A disturbing video is making its way around social media today. It’s a six-minute family court video from August 2011 of a woman who complains that a marshal sexually assaulted her in a back room. The woman becomes increasingly agitated as the marshal, who is in the courtroom, then arrests her for “making false allegations about a police officer,” all while the magistrate plays with the woman’s child, at least until the child begs the arresting officer to not take her momma away.
It’s really tough to watch. Even I became emotional while watching the clip. And the marshal has since been dismissed. Most of the internet outrage is focused on the cop. Me, I can honestly say that after watching this I wish nothing but the absolute worst for Clark County Hearings Master Patricia Doninger. I think I’d rather see Edith Jones on the Supreme freaking Court than have this person “preside” over a game of Family Feud, much less be within shouting distance of a family court…
Erin Brockovich and her not-so glamorous mug shot.
After a day in the sun and with nothing to eat it appears that a couple of drinks had a greater impact than I realized.
It is very important to note that I was not operating the boat in open waters, I was moving it within its own slip. At no time was the boat away from the dock and there was no public safety risk. That being said, I take drunk driving very seriously, this was clearly a big mistake. I know better and I am very sorry.
I think we all know that you can’t really trash a Las Vegas hotel room like they do in the first Hangover movie (and maybe the third, I haven’t seen it). It’s a movie. You also can’t dodge bullets or become a freed slave who kills white people and gets paid for it in the antebellum South.
Of course, most of us didn’t go to a place that’s been called the third-worst law school in America. One attorney’s high-roller birthday party in Vegas allegedly cost the Encore $96,270 in damages and labor costs, and you can’t get out of jail from that by letting a fat kid Taser you…
A minor scandal is brewing in Las Vegas. In a city known for its impeccable ethics and strictly above-board dealings, the legal community is astir over suggestions that a nominee to the federal bench earned her nomination by engineering a windfall for her political sponsor, Senator Harry Reid, with conveniently-timed donations from her law partners.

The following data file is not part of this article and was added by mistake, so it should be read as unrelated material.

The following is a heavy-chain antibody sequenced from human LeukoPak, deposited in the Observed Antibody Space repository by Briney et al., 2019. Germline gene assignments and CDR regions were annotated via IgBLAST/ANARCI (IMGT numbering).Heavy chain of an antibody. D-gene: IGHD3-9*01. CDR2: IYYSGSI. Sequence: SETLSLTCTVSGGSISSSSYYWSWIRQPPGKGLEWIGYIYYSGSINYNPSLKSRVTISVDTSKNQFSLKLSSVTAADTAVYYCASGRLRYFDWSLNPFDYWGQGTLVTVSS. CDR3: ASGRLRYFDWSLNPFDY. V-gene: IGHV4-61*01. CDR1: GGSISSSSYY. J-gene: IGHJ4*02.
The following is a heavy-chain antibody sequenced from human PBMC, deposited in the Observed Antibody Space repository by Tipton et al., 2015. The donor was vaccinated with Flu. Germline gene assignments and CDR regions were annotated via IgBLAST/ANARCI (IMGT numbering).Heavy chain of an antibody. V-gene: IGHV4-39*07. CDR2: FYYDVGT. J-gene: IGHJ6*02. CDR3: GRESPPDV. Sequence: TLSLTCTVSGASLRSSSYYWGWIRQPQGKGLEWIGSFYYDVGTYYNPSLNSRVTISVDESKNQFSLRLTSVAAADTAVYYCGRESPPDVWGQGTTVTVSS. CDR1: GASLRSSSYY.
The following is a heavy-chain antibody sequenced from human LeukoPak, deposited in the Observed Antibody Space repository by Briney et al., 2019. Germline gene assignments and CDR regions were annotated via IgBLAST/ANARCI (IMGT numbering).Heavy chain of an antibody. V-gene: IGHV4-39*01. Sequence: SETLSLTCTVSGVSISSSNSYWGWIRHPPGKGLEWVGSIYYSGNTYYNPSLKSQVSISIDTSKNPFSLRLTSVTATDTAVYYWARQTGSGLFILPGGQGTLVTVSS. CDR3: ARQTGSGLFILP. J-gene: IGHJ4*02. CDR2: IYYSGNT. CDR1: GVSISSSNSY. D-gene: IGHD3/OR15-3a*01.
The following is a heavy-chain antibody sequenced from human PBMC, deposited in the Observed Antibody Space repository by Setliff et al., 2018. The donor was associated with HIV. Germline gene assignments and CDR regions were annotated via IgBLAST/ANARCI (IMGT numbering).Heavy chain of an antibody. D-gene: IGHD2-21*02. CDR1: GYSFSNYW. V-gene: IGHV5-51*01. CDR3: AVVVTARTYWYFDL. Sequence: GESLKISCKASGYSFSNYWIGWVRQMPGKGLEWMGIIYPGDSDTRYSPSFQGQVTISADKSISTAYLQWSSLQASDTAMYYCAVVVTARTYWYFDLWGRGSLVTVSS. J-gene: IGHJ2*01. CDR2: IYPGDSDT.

At what point does sucking up to politicians cross into the appearance of impropriety for prospective federal judges, and how much should the rest of us care?
The legal industry is being disrupted at every level by technological advances. While legal tech entrepreneurs and innovators are racing to create a more efficient and productive future, there is widespread indifference on the part of attorneys toward these emerging technologies.
Ed. note: The Asia Chronicles column is authored by Kinney Recruiting. Kinney has made more placements of U.S. associates, counsels and partners in Asia than any other recruiting firm in each of the past seven years. You can reach them by email: firstname.lastname@example.org.
We at Kinney Asia have made a number of FCPA / White Collar US associate placements in Hong Kong / China thus far in 2014. Most of such placements have been commercial litigation associates from major US markets, fluent in Mandarin, switching to FCPA / White Collar litigation. Some have already had FCPA experience, but those are difficult candidates for firms to find (this will change in coming years as US firms are now promoting FCPA / White Collar to their 2L summers who are fluent in Mandarin and have an interest in transferring to China at some point).
Legal Week quoted Kinney’s Head of Asia, Evan Jowers, extensively in the following relevant article here.
There is a new trend in the market, though, where mid-level transactional US associates, fluent in spoken Mandarin and written Chinese, are interviewing for and in some cases landing junior FCPA / White Collar spots in Hong Kong / China at very top tier US firms.
When the LexisNexis Cloud Technology Survey results were reported earlier this year, it showed that attorneys were starting to peer less skeptically into the future, and slowly but surely leaning more toward all the benefits the law cloud has to offer.
Because let’s face it, plenty of attorneys are perhaps a bit too comfortable with their “system” of practice management, which may or may not include neon highlighters, sticky notes, dog-eared file folders, and a word processing program that was last updated when the term “raise the roof” was still de rigueur.